The supply of COVID jobs will begin in May to give Olympic delegates full vaccination time with two shots before July 23rd.
The International Olympic Committee (IOC) said on Thursday that Vaccine developer Pfizer and Bioentech would provide doses of the Seaweed vaccine to help athletes and officials preparing for the Tokyo Olympics.
Dose distribution will begin this month to give Olympic delegates full time to pay their dues before they arrive in Tokyo for the July 23 Games in Tokyo.
This is the second important vaccination agreement for the IOC. An agreement was announced in March between IOC and Olympic officials in China to buy and distribute Chinese vaccines ahead of the Tokyo Games and next year’s Beijing Winter Games.
The new Pfizer offer gives even greater coverage to the global IOC before Tokyo, which has yet to allow the emergency use of Chinese vaccines by most countries.
Pfizer chairman CEO Albert Baurla said the company was “proud to play a role” in vaccinating Olympic athletes and delegations.
“The return of the Olympic and Paralympic Games represents a momentous moment of world unity and peace after a horrific year of isolation and destruction,” he said.
IOC President Thomas Bach also welcomed the deal, having already seen the Tokyo Games postponed since last year due to epidemics.
“We invite athletes and delegates participating in the upcoming Olympic and Paralympic Games to lead by example and to receive vaccines wherever and whenever possible,” Bach said in a statement.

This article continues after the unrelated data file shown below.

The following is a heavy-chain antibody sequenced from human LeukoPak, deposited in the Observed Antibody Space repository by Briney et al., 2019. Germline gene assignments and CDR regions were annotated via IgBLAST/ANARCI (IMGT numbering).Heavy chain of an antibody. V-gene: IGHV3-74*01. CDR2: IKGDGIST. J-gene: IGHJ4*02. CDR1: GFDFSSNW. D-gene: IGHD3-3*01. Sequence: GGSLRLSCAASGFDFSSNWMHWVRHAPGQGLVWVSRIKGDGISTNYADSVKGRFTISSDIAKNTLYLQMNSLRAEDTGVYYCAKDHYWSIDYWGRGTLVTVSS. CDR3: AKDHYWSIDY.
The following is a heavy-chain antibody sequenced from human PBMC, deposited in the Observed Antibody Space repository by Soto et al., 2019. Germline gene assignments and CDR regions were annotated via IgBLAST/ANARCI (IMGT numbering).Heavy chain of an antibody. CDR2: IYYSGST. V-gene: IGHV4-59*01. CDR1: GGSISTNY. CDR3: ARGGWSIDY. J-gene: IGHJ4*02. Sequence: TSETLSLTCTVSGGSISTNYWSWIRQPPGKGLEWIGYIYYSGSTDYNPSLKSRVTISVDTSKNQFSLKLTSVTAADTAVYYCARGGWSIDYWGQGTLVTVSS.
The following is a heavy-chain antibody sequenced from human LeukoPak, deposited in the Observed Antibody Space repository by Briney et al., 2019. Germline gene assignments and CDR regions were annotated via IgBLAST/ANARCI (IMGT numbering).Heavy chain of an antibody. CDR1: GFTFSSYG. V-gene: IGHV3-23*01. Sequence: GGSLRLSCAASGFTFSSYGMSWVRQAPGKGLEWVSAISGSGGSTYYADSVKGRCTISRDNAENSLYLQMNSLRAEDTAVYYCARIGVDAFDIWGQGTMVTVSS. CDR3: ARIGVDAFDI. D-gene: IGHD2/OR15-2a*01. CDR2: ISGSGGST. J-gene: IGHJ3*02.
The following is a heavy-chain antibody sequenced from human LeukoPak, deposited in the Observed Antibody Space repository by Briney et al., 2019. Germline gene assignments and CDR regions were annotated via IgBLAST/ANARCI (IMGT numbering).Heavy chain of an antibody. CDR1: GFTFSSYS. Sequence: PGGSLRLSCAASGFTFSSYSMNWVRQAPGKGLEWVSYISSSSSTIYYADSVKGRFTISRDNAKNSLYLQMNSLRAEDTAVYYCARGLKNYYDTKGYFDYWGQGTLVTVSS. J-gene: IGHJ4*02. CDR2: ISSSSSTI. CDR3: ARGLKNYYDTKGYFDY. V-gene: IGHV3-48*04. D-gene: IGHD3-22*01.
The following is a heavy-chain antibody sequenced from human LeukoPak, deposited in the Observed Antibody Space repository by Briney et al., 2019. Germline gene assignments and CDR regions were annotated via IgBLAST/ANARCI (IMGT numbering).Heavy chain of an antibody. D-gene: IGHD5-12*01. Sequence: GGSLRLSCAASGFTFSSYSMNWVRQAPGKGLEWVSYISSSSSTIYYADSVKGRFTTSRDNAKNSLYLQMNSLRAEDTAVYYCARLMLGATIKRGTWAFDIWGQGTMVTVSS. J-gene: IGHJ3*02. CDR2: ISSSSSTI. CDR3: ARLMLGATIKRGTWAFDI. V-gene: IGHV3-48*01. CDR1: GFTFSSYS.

More than 11,000 athletes are expected at the Games.
The Pfizer grant follows discussions between Pfizer’s Baula and Japanese Prime Minister Yoshihide Sugar.
“Following these talks, the Japanese government held a meeting with the IOC and the grant plan has now been implemented,” Pfizer said.
The deal with Pfizer is seen as important as Tokyo, and several Japanese territories are once again on high alert due to the increase in Kovid-19. In prolonged suspicion About the knowledge of holding games.
More than 2222,000 cases of coronavirus have been recorded in Japan and about 10,500 people have died.
The IOC says any vaccination program must be carried out “in accordance with each country’s immunization guidelines and local regulations.”
The IOC-China vaccine agreement includes providing two doses for the general public for each dose received by an Olympic participant in that country.